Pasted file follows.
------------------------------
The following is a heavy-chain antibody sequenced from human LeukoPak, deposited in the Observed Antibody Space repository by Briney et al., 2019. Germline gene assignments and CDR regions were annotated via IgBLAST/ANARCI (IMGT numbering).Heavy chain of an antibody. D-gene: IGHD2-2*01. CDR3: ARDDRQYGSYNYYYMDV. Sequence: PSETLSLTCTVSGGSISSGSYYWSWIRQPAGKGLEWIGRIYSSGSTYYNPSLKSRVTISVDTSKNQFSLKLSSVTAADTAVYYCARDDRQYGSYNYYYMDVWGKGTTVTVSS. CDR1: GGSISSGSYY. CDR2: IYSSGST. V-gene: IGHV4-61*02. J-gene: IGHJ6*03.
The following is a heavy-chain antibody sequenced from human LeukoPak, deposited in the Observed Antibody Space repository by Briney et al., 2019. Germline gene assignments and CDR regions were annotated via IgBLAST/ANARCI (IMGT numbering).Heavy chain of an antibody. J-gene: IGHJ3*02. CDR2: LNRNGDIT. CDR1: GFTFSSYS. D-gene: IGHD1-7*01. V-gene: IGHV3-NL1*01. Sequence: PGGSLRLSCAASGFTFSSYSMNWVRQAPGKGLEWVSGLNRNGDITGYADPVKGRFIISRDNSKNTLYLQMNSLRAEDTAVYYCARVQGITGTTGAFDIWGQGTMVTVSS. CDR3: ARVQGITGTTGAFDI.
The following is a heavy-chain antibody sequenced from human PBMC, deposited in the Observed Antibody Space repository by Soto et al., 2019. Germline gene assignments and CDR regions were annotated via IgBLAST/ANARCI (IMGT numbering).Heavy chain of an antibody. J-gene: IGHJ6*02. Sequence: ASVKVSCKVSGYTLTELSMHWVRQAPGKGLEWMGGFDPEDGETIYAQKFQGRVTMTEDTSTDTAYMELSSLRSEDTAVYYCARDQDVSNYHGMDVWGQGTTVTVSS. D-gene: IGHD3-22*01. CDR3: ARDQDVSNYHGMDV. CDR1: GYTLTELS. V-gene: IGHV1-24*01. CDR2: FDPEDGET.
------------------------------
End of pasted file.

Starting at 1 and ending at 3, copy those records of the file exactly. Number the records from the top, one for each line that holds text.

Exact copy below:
The following is a heavy-chain antibody sequenced from human LeukoPak, deposited in the Observed Antibody Space repository by Briney et al., 2019. Germline gene assignments and CDR regions were annotated via IgBLAST/ANARCI (IMGT numbering).Heavy chain of an antibody. D-gene: IGHD2-2*01. CDR3: ARDDRQYGSYNYYYMDV. Sequence: PSETLSLTCTVSGGSISSGSYYWSWIRQPAGKGLEWIGRIYSSGSTYYNPSLKSRVTISVDTSKNQFSLKLSSVTAADTAVYYCARDDRQYGSYNYYYMDVWGKGTTVTVSS. CDR1: GGSISSGSYY. CDR2: IYSSGST. V-gene: IGHV4-61*02. J-gene: IGHJ6*03.
The following is a heavy-chain antibody sequenced from human LeukoPak, deposited in the Observed Antibody Space repository by Briney et al., 2019. Germline gene assignments and CDR regions were annotated via IgBLAST/ANARCI (IMGT numbering).Heavy chain of an antibody. J-gene: IGHJ3*02. CDR2: LNRNGDIT. CDR1: GFTFSSYS. D-gene: IGHD1-7*01. V-gene: IGHV3-NL1*01. Sequence: PGGSLRLSCAASGFTFSSYSMNWVRQAPGKGLEWVSGLNRNGDITGYADPVKGRFIISRDNSKNTLYLQMNSLRAEDTAVYYCARVQGITGTTGAFDIWGQGTMVTVSS. CDR3: ARVQGITGTTGAFDI.
The following is a heavy-chain antibody sequenced from human PBMC, deposited in the Observed Antibody Space repository by Soto et al., 2019. Germline gene assignments and CDR regions were annotated via IgBLAST/ANARCI (IMGT numbering).Heavy chain of an antibody. J-gene: IGHJ6*02. Sequence: ASVKVSCKVSGYTLTELSMHWVRQAPGKGLEWMGGFDPEDGETIYAQKFQGRVTMTEDTSTDTAYMELSSLRSEDTAVYYCARDQDVSNYHGMDVWGQGTTVTVSS. D-gene: IGHD3-22*01. CDR3: ARDQDVSNYHGMDV. CDR1: GYTLTELS. V-gene: IGHV1-24*01. CDR2: FDPEDGET.